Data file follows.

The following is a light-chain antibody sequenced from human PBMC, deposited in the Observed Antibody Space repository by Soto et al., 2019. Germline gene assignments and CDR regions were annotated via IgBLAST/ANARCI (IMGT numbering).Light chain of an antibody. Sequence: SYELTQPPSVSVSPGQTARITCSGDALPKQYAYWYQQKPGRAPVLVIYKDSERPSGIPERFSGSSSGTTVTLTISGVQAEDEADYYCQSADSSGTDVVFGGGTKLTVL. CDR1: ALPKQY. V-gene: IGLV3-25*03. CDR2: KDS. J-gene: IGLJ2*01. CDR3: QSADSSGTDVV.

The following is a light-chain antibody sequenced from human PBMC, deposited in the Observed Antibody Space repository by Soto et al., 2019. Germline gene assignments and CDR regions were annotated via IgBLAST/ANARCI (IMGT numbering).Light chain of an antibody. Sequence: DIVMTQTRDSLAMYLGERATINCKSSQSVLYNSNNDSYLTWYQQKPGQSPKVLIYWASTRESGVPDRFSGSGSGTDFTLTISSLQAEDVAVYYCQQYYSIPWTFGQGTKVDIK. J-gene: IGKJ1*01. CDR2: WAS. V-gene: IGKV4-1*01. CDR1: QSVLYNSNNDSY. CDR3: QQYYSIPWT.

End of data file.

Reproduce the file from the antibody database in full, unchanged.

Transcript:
The following is a light-chain antibody sequenced from human PBMC, deposited in the Observed Antibody Space repository by Soto et al., 2019. Germline gene assignments and CDR regions were annotated via IgBLAST/ANARCI (IMGT numbering).Light chain of an antibody. Sequence: SYELTQPPSVSVSPGQTARITCSGDALPKQYAYWYQQKPGRAPVLVIYKDSERPSGIPERFSGSSSGTTVTLTISGVQAEDEADYYCQSADSSGTDVVFGGGTKLTVL. CDR1: ALPKQY. V-gene: IGLV3-25*03. CDR2: KDS. J-gene: IGLJ2*01. CDR3: QSADSSGTDVV.

The following is a light-chain antibody sequenced from human PBMC, deposited in the Observed Antibody Space repository by Soto et al., 2019. Germline gene assignments and CDR regions were annotated via IgBLAST/ANARCI (IMGT numbering).Light chain of an antibody. Sequence: DIVMTQTRDSLAMYLGERATINCKSSQSVLYNSNNDSYLTWYQQKPGQSPKVLIYWASTRESGVPDRFSGSGSGTDFTLTISSLQAEDVAVYYCQQYYSIPWTFGQGTKVDIK. J-gene: IGKJ1*01. CDR2: WAS. V-gene: IGKV4-1*01. CDR1: QSVLYNSNNDSY. CDR3: QQYYSIPWT.